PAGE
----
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#61 2020-11-24 13:11:54

Evan
Member

Re: Evan's Photos of Vetiver

Those are questions I cannot answer.

Rainfall is below average. We get large storm events that push the yearly rainfall to 1500 but I think the true average is now 800-900 and below (measuring point is not local). Deco, low clay and low nutrient soil so the storm events aren't really held in the soil and flow away quickly. Temps are much higher and higher earlier. Looking at the historical rainfall, the 1940's onward till the early 70's were great regular rains but the climate do be a-changin'. All my Vetiver away from this floodplain area are browner and struggling.

Drainage; I don't think so as if the creek is up (it gains flow from a higher rainfall locality), the paddy can stay full for a long time, even without added local rainfall. That's probably more physics than infiltration benefits, it can't infiltrate if it has nowhere to go. The organic matter increases as well as the breaking up of the soil with the roots would have to do it but that's not something I measured before.

Trees; no, because without rain I don't think the Vetiver could do much. It's been a tough 2 years for growing things and 20 year old trees (riparian species planted in yards) are dying so I think the 2 hot dry Winters/Springs have been enough to finish off misplaced species. The forecast was a La Nina wet Spring, and nope, only had 1 short event. Forecast is still for an above average Summer but that is a wait and see.

The Vetiver looks good in the farm, but the recovery rate from the clumps is not high. I mulch a lot of dead-ish material (with a living crown) because I have enough plants to be picky. Have discussed burning as a reset for the clumps but I prefer the mulch than bare soil so harvesting a ring of actively-growing tillers around each clump is fine by me. I think brushcutting it down would be OK (and I have trialled that before with some good results - https://www.erosionqld.com.au/blog/2019 … wettrial/) but if it filled at the wrong time, there could be a high risk of damage to cut clumps covered with 30cm of water so I think doing nothing bar normal topping maintenance is the best course of action and sometimes the "normal maintenance" is delayed because I don't feel like cutting knee deep in water so the tops stay long which aids shading of the centres of the clumps. Obviously, the clumps planted outside of the paddies do not behave like these ones. I've not really got anything to go on with the flooding area and its idiosyncrasies but the soil is moist whereas everywhere else is dry so that means I don't have to water the bareroots for survival. That's a plus.

Who knows, with the carbon in the air it may mean that 1000 year mega-droughts could be more likely - https://www.uq.edu.au/news/article/2020 … a-droughts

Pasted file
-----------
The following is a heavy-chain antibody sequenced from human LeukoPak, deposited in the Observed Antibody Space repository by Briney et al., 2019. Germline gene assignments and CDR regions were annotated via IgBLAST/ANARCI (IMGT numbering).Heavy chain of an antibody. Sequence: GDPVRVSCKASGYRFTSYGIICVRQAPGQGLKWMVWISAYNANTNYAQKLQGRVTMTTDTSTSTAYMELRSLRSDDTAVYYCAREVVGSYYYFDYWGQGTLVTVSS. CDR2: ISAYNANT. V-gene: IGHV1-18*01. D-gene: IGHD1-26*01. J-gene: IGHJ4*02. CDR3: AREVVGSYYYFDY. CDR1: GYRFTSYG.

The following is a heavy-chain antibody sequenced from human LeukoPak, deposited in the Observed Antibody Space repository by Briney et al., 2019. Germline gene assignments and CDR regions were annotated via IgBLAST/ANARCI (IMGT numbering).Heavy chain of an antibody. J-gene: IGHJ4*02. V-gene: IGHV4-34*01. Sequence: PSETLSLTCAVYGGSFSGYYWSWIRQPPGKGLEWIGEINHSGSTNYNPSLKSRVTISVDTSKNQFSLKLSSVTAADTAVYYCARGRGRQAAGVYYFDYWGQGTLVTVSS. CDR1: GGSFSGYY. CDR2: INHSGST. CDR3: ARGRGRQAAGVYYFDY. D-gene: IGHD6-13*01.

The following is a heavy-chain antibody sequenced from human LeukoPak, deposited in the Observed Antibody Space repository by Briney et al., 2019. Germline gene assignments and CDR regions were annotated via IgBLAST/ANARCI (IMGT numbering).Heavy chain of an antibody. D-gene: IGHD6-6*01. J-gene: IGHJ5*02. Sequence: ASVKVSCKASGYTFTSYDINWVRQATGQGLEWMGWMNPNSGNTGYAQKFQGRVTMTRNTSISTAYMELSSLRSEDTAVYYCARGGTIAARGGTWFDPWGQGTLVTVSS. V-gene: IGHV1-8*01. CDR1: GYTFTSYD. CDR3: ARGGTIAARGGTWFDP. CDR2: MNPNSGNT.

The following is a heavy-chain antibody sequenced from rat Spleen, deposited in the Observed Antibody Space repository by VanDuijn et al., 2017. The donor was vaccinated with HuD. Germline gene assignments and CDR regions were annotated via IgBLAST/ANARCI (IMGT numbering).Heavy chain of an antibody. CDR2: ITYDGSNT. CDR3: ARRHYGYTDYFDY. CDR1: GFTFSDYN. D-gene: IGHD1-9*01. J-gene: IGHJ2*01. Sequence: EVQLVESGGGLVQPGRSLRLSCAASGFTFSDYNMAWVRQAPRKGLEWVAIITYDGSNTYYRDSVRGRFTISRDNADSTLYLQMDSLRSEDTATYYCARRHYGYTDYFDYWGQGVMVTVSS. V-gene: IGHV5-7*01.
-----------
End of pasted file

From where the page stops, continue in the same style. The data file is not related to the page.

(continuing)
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#62 2020-11-24 13:17:26

Evan
Member

Re: Evan's Photos of Vetiver

Can't edit my post - https://www.erosionqld.com.au/blog/2019/10/07/wettrial/ - the closing bracket added to the link.

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#63 2020-11-24 19:05:35

admin
Admin

Re: Evan's Photos of Vetiver

In many parts of the world (Sub Sahara Africa, Deccan Plateau of India), 800-900 mm of rainfall is/was the norm and thought to be good until periodic droughts occurred. Now with extreme weather that rainfall comes in just a few events - and much of it is lost. Farming practices that might include vetiver hedges could make sure that that rainfall does not end up off the farm.

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#64 2020-11-25 09:06:37

Evan
Member

Re: Evan's Photos of Vetiver

Oh yeah, definitely not disparaging the amount but the regularity has changed the conditions, coupled with the early high temps and warm Winters, the changes are harder than they need to be. We may end up as subsistence farmers in the future if transport of foodstuffs falls apart.

We actually don't get a lot of runoff but it dries quick. Vetiver over clay could have huge effects in storing rainfall and keeping organic matter high in the landscape. Our soil stays bare, no growth of grass or herbs in the worst spots so Vetiver in that position supplies mulch for the dry periods. Canopy would be best but fire is a risk.

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#65 2020-12-30 07:11:22

Evan
Member

Re: Evan's Photos of Vetiver

Different integration of Kei Apple and Eucalyptus in-between older Vetiver rows. Mulch has been used for the Kei Apples, just chucked into a pile and (surprisingly easy) formed into a circle for planting.

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